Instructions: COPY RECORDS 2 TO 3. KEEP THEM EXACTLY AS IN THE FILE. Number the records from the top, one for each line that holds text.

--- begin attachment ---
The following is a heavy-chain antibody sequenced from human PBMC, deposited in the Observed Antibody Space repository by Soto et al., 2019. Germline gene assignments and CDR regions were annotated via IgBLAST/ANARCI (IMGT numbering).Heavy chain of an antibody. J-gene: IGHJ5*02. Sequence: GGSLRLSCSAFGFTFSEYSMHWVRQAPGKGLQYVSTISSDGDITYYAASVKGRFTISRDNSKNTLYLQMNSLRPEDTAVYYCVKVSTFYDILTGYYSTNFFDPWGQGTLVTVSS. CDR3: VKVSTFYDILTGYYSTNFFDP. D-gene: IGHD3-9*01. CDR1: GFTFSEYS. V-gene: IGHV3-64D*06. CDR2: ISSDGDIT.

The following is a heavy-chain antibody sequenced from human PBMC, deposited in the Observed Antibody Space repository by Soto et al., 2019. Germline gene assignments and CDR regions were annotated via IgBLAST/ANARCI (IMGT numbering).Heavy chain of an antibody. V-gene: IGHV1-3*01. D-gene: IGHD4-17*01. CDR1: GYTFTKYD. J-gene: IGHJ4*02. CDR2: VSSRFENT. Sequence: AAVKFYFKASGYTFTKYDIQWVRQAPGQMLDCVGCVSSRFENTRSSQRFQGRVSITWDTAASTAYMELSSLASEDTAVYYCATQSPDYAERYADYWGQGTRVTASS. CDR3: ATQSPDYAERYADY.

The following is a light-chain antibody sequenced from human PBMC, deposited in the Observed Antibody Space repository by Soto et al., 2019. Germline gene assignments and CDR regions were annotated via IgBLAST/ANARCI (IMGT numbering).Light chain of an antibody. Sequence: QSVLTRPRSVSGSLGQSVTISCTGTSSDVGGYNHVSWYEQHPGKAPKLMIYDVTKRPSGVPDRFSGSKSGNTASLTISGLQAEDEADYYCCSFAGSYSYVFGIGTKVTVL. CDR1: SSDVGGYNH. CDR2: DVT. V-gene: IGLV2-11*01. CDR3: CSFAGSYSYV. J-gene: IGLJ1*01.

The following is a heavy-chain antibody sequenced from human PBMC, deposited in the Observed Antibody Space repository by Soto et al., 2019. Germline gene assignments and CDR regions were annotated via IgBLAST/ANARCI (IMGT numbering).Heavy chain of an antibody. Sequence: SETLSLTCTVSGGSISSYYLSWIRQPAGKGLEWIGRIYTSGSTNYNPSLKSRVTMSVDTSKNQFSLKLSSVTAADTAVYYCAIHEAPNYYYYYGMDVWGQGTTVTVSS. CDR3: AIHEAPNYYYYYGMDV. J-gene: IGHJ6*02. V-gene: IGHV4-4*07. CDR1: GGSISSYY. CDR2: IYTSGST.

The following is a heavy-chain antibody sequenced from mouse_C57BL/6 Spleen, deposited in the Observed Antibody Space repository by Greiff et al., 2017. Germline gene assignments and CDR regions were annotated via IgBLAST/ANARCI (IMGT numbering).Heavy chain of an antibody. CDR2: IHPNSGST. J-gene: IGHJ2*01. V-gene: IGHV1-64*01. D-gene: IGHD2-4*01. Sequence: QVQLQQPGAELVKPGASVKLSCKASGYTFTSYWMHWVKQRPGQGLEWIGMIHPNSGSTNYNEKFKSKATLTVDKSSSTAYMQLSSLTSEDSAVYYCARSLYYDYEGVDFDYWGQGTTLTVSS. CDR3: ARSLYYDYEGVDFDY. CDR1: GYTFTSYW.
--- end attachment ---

The following is a heavy-chain antibody sequenced from human PBMC, deposited in the Observed Antibody Space repository by Soto et al., 2019. Germline gene assignments and CDR regions were annotated via IgBLAST/ANARCI (IMGT numbering).Heavy chain of an antibody. V-gene: IGHV1-3*01. D-gene: IGHD4-17*01. CDR1: GYTFTKYD. J-gene: IGHJ4*02. CDR2: VSSRFENT. Sequence: AAVKFYFKASGYTFTKYDIQWVRQAPGQMLDCVGCVSSRFENTRSSQRFQGRVSITWDTAASTAYMELSSLASEDTAVYYCATQSPDYAERYADYWGQGTRVTASS. CDR3: ATQSPDYAERYADY.

The following is a light-chain antibody sequenced from human PBMC, deposited in the Observed Antibody Space repository by Soto et al., 2019. Germline gene assignments and CDR regions were annotated via IgBLAST/ANARCI (IMGT numbering).Light chain of an antibody. Sequence: QSVLTRPRSVSGSLGQSVTISCTGTSSDVGGYNHVSWYEQHPGKAPKLMIYDVTKRPSGVPDRFSGSKSGNTASLTISGLQAEDEADYYCCSFAGSYSYVFGIGTKVTVL. CDR1: SSDVGGYNH. CDR2: DVT. V-gene: IGLV2-11*01. CDR3: CSFAGSYSYV. J-gene: IGLJ1*01.